I thought it would be interesting to see how different vendors would compare when you piece together a viable hammock camping kit using only the gear supplied from one vendor. In other words, one stop shopping.

Both hammock- and tent-based shelters require and can use the same insulation (e.g., a sleeping bad and bag), so we will exclude these from the overall price since these would need to be purchased for both systems. Nit-pickers will point out that hammocks can use specialized insulation like under quilts, but those aren’t mandatory; a pad works just fine for 3-season conditions.


  1. The first table shows a few of the top-rated, single-occupancy tent shelters compared with all-in-one hammock kits from various manufacturers.
  2. The second table shows a few hammock vendors who sell all the necessary components separately and their cost. I picked the lowest cost item available and tried to be uniform across the different vendors.
  3. These lists are not meant to be exhaustive, only representational from the known hammock vendors at the time of this post.
  4. Prices and availability may vary.

Am I missing a vendor who should be on this list? Please send me a note.

[table “8” not found /]
[table “9” not found /]


If you are looking for a low price, there are certainly options available to you, right off the shelf. However, it seems clear that prices are very comparable to the top single-occupancy tent shelters on the market. To me, I see no clear “winner” in terms of lower price. Certainly someone can find a lower cost tent or hammock kit if that’s what they are looking for. There are also some very expensive hammock kits on the market.

I was actually a little shocked when I did the price comparison. When you single out all the required components and then purchase them all from a single vendor, it can get expensive. One advantage, perhaps, with a modular hammock camping kit is the ability to customize the components to your liking, even if its just getting a hammock in your favorite color. The all-in-one hammock kits offer very little color variety, but they are convenient and more approachable for folks just starting with hammock camping.

The lowest price I could put together from one source was from, but that might be cheating a little bit since Amazon isn’t a manufacturer, and there are lots of vendors who do what Amazon does, so should I include them as well?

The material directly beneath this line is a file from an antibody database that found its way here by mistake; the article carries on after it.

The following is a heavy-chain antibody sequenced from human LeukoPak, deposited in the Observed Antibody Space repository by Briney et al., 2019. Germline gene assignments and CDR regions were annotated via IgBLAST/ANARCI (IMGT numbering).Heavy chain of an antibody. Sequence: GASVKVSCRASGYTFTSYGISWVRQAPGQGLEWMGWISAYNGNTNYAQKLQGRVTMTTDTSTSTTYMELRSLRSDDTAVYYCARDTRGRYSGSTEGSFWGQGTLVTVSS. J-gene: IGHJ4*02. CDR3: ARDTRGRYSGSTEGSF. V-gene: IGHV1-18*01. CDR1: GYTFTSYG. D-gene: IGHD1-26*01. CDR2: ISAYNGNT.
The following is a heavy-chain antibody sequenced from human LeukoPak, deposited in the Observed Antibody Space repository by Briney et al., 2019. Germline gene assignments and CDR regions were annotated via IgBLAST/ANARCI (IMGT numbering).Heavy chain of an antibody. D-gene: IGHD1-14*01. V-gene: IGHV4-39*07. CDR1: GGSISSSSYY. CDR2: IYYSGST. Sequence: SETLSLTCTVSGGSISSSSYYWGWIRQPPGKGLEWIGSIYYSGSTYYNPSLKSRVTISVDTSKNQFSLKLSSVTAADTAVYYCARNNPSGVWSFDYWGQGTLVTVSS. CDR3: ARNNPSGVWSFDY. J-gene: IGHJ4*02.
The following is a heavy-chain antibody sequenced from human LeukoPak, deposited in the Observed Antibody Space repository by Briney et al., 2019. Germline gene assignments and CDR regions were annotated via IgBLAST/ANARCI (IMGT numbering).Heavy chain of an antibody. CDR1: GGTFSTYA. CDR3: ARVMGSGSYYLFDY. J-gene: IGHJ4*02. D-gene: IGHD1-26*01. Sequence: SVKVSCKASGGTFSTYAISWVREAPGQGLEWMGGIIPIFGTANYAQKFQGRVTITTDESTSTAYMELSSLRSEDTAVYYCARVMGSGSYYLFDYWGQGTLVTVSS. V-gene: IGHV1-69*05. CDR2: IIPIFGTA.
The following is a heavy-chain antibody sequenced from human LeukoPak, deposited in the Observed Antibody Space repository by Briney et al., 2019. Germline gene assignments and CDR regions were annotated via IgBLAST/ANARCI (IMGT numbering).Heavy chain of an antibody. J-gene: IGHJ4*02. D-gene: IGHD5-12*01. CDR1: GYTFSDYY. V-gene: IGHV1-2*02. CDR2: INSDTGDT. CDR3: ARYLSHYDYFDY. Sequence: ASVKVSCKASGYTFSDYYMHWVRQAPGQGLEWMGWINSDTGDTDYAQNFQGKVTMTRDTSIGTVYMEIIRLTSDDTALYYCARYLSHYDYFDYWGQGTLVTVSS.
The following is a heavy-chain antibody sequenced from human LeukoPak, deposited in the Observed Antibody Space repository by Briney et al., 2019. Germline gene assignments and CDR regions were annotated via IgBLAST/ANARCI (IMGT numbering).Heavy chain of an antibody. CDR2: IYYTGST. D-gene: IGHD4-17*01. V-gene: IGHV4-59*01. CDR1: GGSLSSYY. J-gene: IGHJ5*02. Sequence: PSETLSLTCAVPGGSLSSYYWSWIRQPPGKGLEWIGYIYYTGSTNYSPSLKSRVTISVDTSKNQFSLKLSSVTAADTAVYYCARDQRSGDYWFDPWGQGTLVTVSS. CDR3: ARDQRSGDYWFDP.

This post was all about comparing price, nothing else. This was a simple exercise trying to wrestle down a very big gorilla. It poses some very simple, serious problems because products between vendors are not created equally. Differences in materials, construction methods, dimensions, etc., make an attempt such as this post borderline ridiculous. Then, to try and compare camping hammocks to a brand name tents?

See, it depends.

Oh, and I should mention that I undertook this research project on my own. I was not sponsored, endorsed, or paid by any of the above vendors or manufacturers to include them in my research. I did a cursory environmental scan of available products known to me to set up a simple price comparison.

9 thoughts on “The Truth About Hammock Camping: Claim #4 – Hammocks are Less Expensive Than Tents”

  1. Good Price Comp. All appears to be good quality gear, not cheap junk that is a total waste. H advantage often over looked is that wind resistant rainfly of tent is very custom while tarps are interchangeable giving more color, weather, cost options. Some long time camping friends boast how cheap their gear is then complain when they get wet, cold, hot etc. I consider how much i spend on gas driving to wilderness, buy reasonable quality, take good care of it. Still have a jungle hammock from 1970s, much better hammocks available today. Good summary, hopefully most will consider what they NEED, not just short term cost.

  2. Another way to look at the parts….

    Tent = Hammock

    Tent Fly = Hammock Tarp

    Sleeping Pad = Under Quilt (UQ)

    Sleeping Bag = Top Quilt (TQ)